AHA, BHA, PHA, LHA—trying to decode the realm of acronym-ridden exfoliating acids isn’t the easiest of tasks, especially if you’re not familiar with these types of skincare products. But don’t let the alphabet soup and the idea of putting an acid on your face turn you off from them!
These products work wonders when it comes to exfoliation and correcting common skincare troubles. Ready for radiant skin? Check out our guide below on the different types of exfoliating acids, what they do, and who they’re for.
Table of Contents
AHA (Alpha Hydroxy Acid)
If you take a peek at the ingredient labels on your skincare products, it’s not unlikely that you’ll find AHAs in many of them. If you happen to find glycolic, citric, lactic, malic, or tartaric acid (among others)—congrats, you’ve managed to spot the AHAs! AHAs are water-soluble and work on the skin’s surface, brightening your complexion and effectively targeting issues like uneven skin texture, hyperpigmentation, and softening wrinkles. The best part? They work well for almost all skin types, but particularly for rough skin.
BHA (Beta Hydroxy Acid)
BHAs are just as commonly known as AHAs, but don’t get it twisted, their purposes are completely different. Yes, both are exfoliants, but BHAs are specifically targeted to oily skin. Because BHAs are fat-soluble, they’ll do a better job at reaching the inner layers of the skin to help unclog pores and cut down on oil production. The most well-known BHA is salicylic acid, which not only helps combat excess oil but also decreases the appearance of acne.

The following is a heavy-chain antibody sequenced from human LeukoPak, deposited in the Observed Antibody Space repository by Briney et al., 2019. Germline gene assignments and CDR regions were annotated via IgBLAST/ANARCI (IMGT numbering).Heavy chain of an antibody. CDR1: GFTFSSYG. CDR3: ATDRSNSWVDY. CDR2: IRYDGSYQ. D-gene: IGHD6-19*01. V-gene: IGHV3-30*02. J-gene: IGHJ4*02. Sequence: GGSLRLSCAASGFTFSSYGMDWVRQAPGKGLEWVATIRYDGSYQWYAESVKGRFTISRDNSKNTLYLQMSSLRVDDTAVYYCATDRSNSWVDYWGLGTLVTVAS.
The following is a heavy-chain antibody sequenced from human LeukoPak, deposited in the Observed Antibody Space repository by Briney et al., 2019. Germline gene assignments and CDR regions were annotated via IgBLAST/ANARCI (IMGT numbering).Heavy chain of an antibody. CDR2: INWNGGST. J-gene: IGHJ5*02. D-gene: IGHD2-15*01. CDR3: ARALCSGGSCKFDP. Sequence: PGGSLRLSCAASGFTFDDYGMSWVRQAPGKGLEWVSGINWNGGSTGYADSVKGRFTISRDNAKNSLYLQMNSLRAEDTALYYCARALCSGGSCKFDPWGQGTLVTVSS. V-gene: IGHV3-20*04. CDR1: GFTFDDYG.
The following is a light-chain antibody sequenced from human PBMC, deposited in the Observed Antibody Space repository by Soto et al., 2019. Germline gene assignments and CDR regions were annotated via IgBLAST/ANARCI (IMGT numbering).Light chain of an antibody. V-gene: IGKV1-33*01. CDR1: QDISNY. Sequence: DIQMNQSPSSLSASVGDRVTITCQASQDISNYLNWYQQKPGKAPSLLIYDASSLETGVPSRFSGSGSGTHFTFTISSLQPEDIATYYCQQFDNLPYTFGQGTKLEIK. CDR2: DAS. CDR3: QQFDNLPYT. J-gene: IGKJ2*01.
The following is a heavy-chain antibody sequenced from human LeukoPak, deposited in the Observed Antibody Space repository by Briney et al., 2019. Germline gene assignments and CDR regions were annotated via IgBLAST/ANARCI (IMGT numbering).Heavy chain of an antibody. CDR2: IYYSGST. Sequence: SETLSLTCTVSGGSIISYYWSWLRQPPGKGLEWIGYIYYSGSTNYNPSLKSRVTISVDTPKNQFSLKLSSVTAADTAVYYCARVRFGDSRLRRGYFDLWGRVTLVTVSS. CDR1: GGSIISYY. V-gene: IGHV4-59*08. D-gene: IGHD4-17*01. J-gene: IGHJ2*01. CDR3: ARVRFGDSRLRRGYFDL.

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PHA (Poly Hydroxy Acid)
Got sensitive skin? Then PHAs will likely be the exfoliating acid for you. PHAs function in the same manner as AHAs do, except they work more gently because of their larger molecular structure. So if you’ve ever turned down AHAs because of sensitive skin or conditions like rosacea or eczema—just make the switch to PHAs. You can still enjoy the same brightening and regenerative effects, without the irritation.
LHA (Lipo Hydroxy Acid)
LHAs are derived from salicylic acid, so think of them as BHA’s more chilled out, younger sister. These exfoliants have a similar purpose to BHAs but don’t penetrate the skin as deep and have a similar pH level to the skin—making them perfect for sensitive skin or oily skin that’s also sensitive. Cleaning out the pores, fighting acne, and doing it all in a mild manner? Check, check, and check.
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